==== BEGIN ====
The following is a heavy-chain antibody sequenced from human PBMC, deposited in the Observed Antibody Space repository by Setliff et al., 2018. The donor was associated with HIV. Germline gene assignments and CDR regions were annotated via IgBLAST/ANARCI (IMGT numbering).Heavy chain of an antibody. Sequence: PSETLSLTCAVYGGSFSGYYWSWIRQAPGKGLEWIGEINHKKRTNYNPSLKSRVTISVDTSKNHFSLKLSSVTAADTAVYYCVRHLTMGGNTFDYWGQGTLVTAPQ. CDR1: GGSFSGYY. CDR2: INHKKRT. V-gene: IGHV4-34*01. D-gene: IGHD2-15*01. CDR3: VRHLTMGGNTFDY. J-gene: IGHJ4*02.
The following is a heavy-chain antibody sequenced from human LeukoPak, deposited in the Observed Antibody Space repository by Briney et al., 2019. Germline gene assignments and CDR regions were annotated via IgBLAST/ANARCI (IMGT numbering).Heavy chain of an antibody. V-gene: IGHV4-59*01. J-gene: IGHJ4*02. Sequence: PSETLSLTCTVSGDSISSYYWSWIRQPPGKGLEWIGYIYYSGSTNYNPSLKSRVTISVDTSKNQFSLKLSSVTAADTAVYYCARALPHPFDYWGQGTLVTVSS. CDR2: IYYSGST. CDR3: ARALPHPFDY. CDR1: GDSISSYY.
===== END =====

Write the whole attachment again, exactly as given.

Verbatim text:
The following is a heavy-chain antibody sequenced from human PBMC, deposited in the Observed Antibody Space repository by Setliff et al., 2018. The donor was associated with HIV. Germline gene assignments and CDR regions were annotated via IgBLAST/ANARCI (IMGT numbering).Heavy chain of an antibody. Sequence: PSETLSLTCAVYGGSFSGYYWSWIRQAPGKGLEWIGEINHKKRTNYNPSLKSRVTISVDTSKNHFSLKLSSVTAADTAVYYCVRHLTMGGNTFDYWGQGTLVTAPQ. CDR1: GGSFSGYY. CDR2: INHKKRT. V-gene: IGHV4-34*01. D-gene: IGHD2-15*01. CDR3: VRHLTMGGNTFDY. J-gene: IGHJ4*02.
The following is a heavy-chain antibody sequenced from human LeukoPak, deposited in the Observed Antibody Space repository by Briney et al., 2019. Germline gene assignments and CDR regions were annotated via IgBLAST/ANARCI (IMGT numbering).Heavy chain of an antibody. V-gene: IGHV4-59*01. J-gene: IGHJ4*02. Sequence: PSETLSLTCTVSGDSISSYYWSWIRQPPGKGLEWIGYIYYSGSTNYNPSLKSRVTISVDTSKNQFSLKLSSVTAADTAVYYCARALPHPFDYWGQGTLVTVSS. CDR2: IYYSGST. CDR3: ARALPHPFDY. CDR1: GDSISSYY.